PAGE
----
Turkey and Iran intensified cooperation on security matters after a chilly period during which the two sides accused each other of sheltering their respective dissidents.

"The two countries will try to explore if relations can acquire a strategic dimension," said regional analyst Husnu Mahalli, who said specific issues concerning relations would be resolved almost automatically if the Erdogan and Mohammad Khatami administrations found common ground similar to the one discovered between Ankara and Damascus during Assad's January visit.

Turkey and Iran intensified cooperation on security matters after a chilly period

This visit coincides with a time when the US has stepped up its pressure on Iran and discussions are taking place on how the West should treat Tehran. Erdogan’s visit can also be considered a new indication of Turkish diplomacy opening up to neighbouring countries, particularly Syria and Iran, as a result of the new conditions stemming from the war in Iraq.

“When the situation in Iraq necessitates it, Ankara might hold common consultations with Tehran and Damascus. However, talk of an alliance isn’t appropriate. Incidents in Iraq have a great impact on Turkey’s rapprochement with Iran and Syria. Today the three countries are in similar situations in terms of their role in Iraq’s future and the Kurdish issue. Tehran and Damascus, just like Ankara, want Iraq’s territorial integrity maintained and an end to the occupation and don’t favour the establishment of a Kurdish state”, commented the influential daily Milliyet.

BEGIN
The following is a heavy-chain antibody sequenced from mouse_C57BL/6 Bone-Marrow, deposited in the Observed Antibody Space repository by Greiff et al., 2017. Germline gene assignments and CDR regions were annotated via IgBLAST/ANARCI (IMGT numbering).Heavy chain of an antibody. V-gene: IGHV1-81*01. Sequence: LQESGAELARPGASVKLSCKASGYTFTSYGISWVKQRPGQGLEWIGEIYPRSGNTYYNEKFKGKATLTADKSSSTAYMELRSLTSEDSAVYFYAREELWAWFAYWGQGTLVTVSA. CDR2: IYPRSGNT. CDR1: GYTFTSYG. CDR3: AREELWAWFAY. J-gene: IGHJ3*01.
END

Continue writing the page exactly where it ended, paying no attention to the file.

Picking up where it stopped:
Even if on a bilateral basis, these three countries are continuing their Iraq policies in sync, which is important internationally. This is a factor, which might make Washington think twice. In addition, this common stance might have a deterring influence, the paper added.

The recent measures taken by the Turkish government against Israel reducing the scope of military, security, intelligence and trade cooperation with the Jewish state has brought the twos sides closer.


“Turkey has recently warned Israel about two issues: ending “state terrorism” against the Palestinians, and its activities in northern Iraq. The Sharon government seems determined to continue acting unilaterally on the former, turning a deaf ear to widespread international criticism. But the latter issue is much more serious for Turkey, Mr. Mustafa Karaalioglu wrote in Yeni Safak.

During his visit, Erdogan would also push for importing natural gas from Iran but at a much-reduced price, on the pretext of poor quality and other problems that the Iranians have rejected, but complied so far, as Ankara had in the past halted twice the import of gas from Iran to lower the price. ENDS TURKEY IRAN 28704


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As of January 2009, this site is definitely closed, but you can follow Safa Haeri on his new blog: DAMAVAND at

Turkish Prime Minister arrived in Tehran aiming at foster ties with Iran